The name Kunekune means ‘fat and round’ in Maori, a rather apt description for this unusual looking pig. The Kunekune is smaller that other breeds of pigs in New Zealand, although a very overweight Kunekune can still be a somewhat large pig. The characteristic Kunekune shape is a short-legged, short-snouted pig with a high fat depth giving very rounded body contours. A Kunekune pig in ‘show’ condition looks very different in body shape to the equivalent commercial pig, and the shortened nose and head give the Kunekune an almost comical appearance.
The tassels, or pire pire, are about 4cm long and hang from the lower jaw. Not all Kunekunes have tassels, as although it is a dominant gene the population contains a proportion of pigs without tassels. Occasionally piglets may be born with only one tassel, or sometimes they are not well attached and can be lost through injury. Breeders usually prefer to use only tasselled pigs for breeding, as breeding non-tasselled pigs increases the percentage of offspring without tassels. When a tasselled Kunekune is crossed with another breed, the offspring will be tasselled – so not all pigs with tassels are pure Kunekune.
The coat colour and texture of the Kunekune can vary considerably. The most common colours are black, black and white, brown, gold, tan, and cream, sometimes with randomly distributed spots and patches of colour. The coat texture can range from short silky hair giving a sleek appearance, to long coarse curls that give a more unkempt look. The coat also varies according to the time of year, sometimes resulting in a marked difference between summer and winter coats. Extensive hair loss in summer is common.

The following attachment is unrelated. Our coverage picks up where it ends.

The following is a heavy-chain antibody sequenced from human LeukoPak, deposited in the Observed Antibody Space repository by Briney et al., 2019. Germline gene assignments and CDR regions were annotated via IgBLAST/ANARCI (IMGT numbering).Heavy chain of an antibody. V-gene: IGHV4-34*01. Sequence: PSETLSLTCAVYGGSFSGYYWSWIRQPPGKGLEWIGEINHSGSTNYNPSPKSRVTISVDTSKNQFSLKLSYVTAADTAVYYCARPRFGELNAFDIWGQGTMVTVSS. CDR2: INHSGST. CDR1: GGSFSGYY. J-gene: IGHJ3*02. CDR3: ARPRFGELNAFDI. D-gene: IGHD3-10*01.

The typical Kunekune nature is of a sociable placid pig that likes close human contact. They are intelligent, resourceful, and affectionate, with a passion for food and a good scratch.
Although boars can be aggressive to each other or if a sow is in season, Kunekunes are usually very trustworthy, easy to handle, and safe to have children around.
The Kunekune is a unique New Zealand breed of pig. Unfortunately, the origin of the breed is somewhat uncertain, as there is a lack of documented information on its introduction and early population numbers. Early records did not differentiate the Kunekune from other pigs such as the Captain Cooker and other breeds and crossbreeds kept by the Maori people.
The general consensus is that the Kunekune were probably brought to New Zealand in the 1800’s by whalers operating in New Zealand waters, and were traded with the Maoris. Pigs with similar characteristics occur in Asia, South America, and the Polynesian Islands, but the resemblance is slight and suggestive only of a possible common ancestry.
The history of the breed is one of a close association with the Maori people, and in the early 1900’s were usually only found associated with Maori settlements. In early times the Kunekune were prized for their placid nature and their tendency not to roam, as they have always been a domesticated pig. They were also valued for the quantity of meat and fat, the fat being used for preserving food.
In the late 1970’s the breed was ‘rediscovered’ and at that time it was estimated that there were only about 50 purebred Kunekunes left in New Zealand. From purebred base stock of only 6 sows and 3 boars in 1978, the Kunekune now numbers in the thousands. It is due to the enthusiasm and dedication of people like Michael Willis and John Simister that the breed was saved from extinction.
Nowadays, the Kunekune has found its niche as a pet pig. Its unique appearance, placid nature, and small round size that made it unacceptable in a commercial environment has enabled this special breed to find its place in modern New Zealand life.